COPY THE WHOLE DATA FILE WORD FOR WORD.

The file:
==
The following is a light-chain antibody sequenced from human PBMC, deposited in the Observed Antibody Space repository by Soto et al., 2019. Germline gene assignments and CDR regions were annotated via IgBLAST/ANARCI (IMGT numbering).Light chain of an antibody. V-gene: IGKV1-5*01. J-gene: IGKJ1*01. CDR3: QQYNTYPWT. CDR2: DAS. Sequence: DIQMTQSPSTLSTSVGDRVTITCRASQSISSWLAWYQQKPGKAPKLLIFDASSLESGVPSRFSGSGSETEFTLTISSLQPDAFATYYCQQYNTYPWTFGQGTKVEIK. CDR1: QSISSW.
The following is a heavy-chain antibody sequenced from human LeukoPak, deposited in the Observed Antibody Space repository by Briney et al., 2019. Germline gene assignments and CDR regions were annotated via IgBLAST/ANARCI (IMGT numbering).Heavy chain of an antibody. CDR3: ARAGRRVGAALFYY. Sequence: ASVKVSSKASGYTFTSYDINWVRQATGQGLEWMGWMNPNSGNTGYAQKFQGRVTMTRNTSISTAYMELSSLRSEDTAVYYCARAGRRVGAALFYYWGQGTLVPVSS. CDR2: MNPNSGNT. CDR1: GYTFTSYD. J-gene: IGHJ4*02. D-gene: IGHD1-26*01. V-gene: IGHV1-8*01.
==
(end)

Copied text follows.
The following is a light-chain antibody sequenced from human PBMC, deposited in the Observed Antibody Space repository by Soto et al., 2019. Germline gene assignments and CDR regions were annotated via IgBLAST/ANARCI (IMGT numbering).Light chain of an antibody. V-gene: IGKV1-5*01. J-gene: IGKJ1*01. CDR3: QQYNTYPWT. CDR2: DAS. Sequence: DIQMTQSPSTLSTSVGDRVTITCRASQSISSWLAWYQQKPGKAPKLLIFDASSLESGVPSRFSGSGSETEFTLTISSLQPDAFATYYCQQYNTYPWTFGQGTKVEIK. CDR1: QSISSW.
The following is a heavy-chain antibody sequenced from human LeukoPak, deposited in the Observed Antibody Space repository by Briney et al., 2019. Germline gene assignments and CDR regions were annotated via IgBLAST/ANARCI (IMGT numbering).Heavy chain of an antibody. CDR3: ARAGRRVGAALFYY. Sequence: ASVKVSSKASGYTFTSYDINWVRQATGQGLEWMGWMNPNSGNTGYAQKFQGRVTMTRNTSISTAYMELSSLRSEDTAVYYCARAGRRVGAALFYYWGQGTLVPVSS. CDR2: MNPNSGNT. CDR1: GYTFTSYD. J-gene: IGHJ4*02. D-gene: IGHD1-26*01. V-gene: IGHV1-8*01.